Traveling with Your Drone – Avoiding airport surprises and more

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If you are thinking about taking your drone with you when you travel, there is a lot to consider. Factors range from the obvious, such as deciding which type of carrying case you should use, to the more complex, such as knowing the rules for carrying lithium batteries onboard a commercial aircraft.

I was recently faced with these considerations when I took a trip from my home in San Diego, California, to visit my family near Philadelphia, Pennsylvania. Choosing a case for my new Mavic Air would turn out to be the easiest part of the trip preparation. And since I knew that both the Federal Aviation Administration (FAA) and the airlines had specific rules for carrying lithium batteries onboard commercial aircraft, I researched those rules and familiarized myself with the process.

I also researched the area in advance to locate potential flying sites and to review any local drone regulations. With many public parks putting restrictions on operating drones, it is important to research the rules and regulations for your potential flying sites before arriving at your destination.

This article details my experience throughout this trip.

RotorDrone - Drone News | Traveling with Your Drone – Avoiding airport surprises and more

Hobby Tiger carrying case for Mavic Pro 2.

Type of Case to Buy

Just throwing your drone into any backpack or suitcase can easily result in damage, even if you are extra careful when packing. Drones are aircraft and have many delicate parts that may easily break if not handled correctly. Buying a specific case for your drone is highly recommended and is especially important if you are planning a hiking trip or will be traveling to several destinations. A variety of cases meet the size limitations for carry-on luggage and will ensure the drone will arrive in working order.

There are several drone-case manufacturers out there, and many cases are custom-made for specific models. Ultimately, the choice comes down to personal preference and the type of travel you are planning. There are two general types of drone travel bags: soft shell and hard shell. For example, if you are going to be staying in a hotel and traveling in a rental car, a soft case may be right for you. Those who will be hiking through the wilderness to remote destinations will most likely want a backpack-style case. If you have a large drone and you need to check it with the airline while traveling abroad, you may opt for a hard case with a lock.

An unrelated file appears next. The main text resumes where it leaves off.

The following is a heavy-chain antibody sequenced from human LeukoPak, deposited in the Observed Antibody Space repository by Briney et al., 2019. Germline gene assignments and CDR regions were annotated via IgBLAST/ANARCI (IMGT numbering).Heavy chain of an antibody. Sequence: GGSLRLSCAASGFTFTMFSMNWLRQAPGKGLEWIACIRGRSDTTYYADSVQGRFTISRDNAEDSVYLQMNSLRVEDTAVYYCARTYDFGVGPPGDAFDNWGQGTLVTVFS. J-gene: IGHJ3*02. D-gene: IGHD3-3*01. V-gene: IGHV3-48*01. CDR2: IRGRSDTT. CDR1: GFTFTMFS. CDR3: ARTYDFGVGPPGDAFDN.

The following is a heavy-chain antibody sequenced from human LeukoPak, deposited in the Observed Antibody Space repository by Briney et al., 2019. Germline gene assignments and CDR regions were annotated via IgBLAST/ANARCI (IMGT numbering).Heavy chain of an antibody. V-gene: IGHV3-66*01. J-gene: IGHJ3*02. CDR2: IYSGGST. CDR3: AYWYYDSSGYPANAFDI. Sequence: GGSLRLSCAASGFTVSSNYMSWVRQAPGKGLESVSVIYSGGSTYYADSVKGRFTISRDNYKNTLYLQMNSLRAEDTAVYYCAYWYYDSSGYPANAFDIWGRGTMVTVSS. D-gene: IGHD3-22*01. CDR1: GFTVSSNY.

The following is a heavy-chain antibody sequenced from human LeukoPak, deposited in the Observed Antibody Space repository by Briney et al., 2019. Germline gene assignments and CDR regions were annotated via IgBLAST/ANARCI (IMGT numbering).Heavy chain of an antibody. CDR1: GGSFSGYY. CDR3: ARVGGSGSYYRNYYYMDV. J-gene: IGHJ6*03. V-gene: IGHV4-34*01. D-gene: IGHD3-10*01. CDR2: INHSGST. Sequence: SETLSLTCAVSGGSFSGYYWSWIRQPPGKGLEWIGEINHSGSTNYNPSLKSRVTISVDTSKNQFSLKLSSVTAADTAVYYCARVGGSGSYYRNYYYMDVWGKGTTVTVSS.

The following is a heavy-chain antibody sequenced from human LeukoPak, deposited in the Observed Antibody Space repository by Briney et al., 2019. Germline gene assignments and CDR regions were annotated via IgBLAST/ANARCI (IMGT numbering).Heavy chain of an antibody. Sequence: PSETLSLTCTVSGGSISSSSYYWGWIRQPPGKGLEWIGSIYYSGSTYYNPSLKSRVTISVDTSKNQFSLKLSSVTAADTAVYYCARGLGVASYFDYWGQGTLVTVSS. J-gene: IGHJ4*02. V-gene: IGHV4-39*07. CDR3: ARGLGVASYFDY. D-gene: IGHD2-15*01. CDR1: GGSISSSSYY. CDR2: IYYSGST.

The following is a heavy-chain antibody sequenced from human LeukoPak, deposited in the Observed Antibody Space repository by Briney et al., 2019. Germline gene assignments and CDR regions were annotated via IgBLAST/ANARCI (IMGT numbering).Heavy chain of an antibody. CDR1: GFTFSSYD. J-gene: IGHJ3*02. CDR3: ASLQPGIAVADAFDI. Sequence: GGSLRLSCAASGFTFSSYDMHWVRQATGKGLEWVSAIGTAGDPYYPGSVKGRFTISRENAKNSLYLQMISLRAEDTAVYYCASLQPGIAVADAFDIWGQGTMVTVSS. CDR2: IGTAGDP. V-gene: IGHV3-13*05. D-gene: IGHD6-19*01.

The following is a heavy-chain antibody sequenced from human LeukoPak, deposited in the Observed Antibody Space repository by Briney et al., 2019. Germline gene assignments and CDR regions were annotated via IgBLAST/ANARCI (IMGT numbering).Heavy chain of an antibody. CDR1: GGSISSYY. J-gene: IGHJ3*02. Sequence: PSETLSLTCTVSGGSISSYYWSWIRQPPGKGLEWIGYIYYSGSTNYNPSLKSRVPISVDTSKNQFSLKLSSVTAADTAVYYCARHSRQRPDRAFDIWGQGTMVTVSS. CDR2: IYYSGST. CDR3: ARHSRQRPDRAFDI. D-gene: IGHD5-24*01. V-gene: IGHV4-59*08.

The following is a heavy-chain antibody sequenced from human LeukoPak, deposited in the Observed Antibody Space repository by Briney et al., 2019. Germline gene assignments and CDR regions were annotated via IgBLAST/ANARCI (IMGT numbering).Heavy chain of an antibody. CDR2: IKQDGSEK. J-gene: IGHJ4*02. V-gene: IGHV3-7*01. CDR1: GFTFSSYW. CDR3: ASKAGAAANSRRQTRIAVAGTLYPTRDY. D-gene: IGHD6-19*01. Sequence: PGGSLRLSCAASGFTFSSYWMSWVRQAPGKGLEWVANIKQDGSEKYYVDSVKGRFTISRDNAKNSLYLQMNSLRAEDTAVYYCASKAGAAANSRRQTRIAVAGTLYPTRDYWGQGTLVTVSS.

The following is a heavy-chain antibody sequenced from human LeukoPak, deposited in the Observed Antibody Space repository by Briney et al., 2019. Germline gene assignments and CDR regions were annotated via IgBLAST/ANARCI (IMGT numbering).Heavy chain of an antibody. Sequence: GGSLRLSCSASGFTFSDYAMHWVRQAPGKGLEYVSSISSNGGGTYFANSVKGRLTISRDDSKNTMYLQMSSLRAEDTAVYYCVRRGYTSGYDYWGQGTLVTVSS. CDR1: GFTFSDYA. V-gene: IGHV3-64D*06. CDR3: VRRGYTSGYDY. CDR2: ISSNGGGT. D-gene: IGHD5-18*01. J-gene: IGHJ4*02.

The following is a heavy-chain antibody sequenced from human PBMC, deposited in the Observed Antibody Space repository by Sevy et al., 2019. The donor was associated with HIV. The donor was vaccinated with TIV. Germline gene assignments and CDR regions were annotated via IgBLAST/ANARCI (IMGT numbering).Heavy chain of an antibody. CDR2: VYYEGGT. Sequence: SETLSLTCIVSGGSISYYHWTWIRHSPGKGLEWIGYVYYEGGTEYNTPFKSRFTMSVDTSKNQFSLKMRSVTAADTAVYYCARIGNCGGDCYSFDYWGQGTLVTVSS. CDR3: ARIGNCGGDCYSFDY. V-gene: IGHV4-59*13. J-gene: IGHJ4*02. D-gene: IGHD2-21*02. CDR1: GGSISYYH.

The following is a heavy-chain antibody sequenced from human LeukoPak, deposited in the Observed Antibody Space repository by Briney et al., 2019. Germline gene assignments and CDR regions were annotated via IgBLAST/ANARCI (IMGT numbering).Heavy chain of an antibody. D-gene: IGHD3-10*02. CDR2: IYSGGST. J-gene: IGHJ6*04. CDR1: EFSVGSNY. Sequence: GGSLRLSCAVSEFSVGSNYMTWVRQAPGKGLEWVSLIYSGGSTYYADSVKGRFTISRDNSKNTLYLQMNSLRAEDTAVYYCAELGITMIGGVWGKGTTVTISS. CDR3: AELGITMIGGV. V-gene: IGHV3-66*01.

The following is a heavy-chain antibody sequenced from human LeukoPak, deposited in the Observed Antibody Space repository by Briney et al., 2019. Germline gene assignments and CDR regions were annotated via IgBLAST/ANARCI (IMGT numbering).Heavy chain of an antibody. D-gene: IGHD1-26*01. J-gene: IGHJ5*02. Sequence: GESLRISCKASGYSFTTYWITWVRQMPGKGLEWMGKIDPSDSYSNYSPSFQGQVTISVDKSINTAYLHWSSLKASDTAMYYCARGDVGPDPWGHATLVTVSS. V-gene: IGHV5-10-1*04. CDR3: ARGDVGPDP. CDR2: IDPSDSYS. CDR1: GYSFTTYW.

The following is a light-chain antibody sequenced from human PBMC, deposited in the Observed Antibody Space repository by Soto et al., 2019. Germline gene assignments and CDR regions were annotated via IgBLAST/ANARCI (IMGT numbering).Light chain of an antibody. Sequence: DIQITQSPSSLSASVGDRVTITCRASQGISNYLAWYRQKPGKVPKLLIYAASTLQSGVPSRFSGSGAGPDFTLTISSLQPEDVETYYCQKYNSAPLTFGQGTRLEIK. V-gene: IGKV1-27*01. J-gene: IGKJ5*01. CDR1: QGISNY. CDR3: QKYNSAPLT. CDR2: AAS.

Many people prefer custom cases with secure foam cushioning; some of these cases are designed to accommodate the drone without removing the propellers, providing extra room for small accessories. Others prefer cases with Velcro foam dividers, which are removable and customizable. Backpack straps make transportation easy while traveling because they keep your hands free to carry other luggage.

I know some folks who only buy military-grade heavy-duty cases that are lockable. These cases are perfect for airport travel, but some are so large that they require special transportation. Others want cases that are completely waterproof and dustproof to keep the electronics safe in humid environments.

Before you purchase a case for your drone, you should take some time to consider what type of traveling you plan to do and then narrow down the field to the general type of case. From that point, you can compare cases from different manufacturers, read reviews online, and shop for the best price.

RotorDrone - Drone News | Traveling with Your Drone – Avoiding airport surprises and more

Statue of Washington in Washington Crossing Historic Park.

Baggage: Checked or Carry-On?

For several reasons, all drones should be carefully packed in carry-on luggage if possible. First, according to the Montreal Convention, airlines are only liable for losses up to $1,000 for checked luggage. When traveling internationally, theft and lost luggage can be common issues, particularly if your flight has one or more connections. If your drone is worth more than $1,000 and you cannot bring it onto the plane, you should consider shipping it using a service such as DHL, FedEx, or UPS and fully insuring the shipment.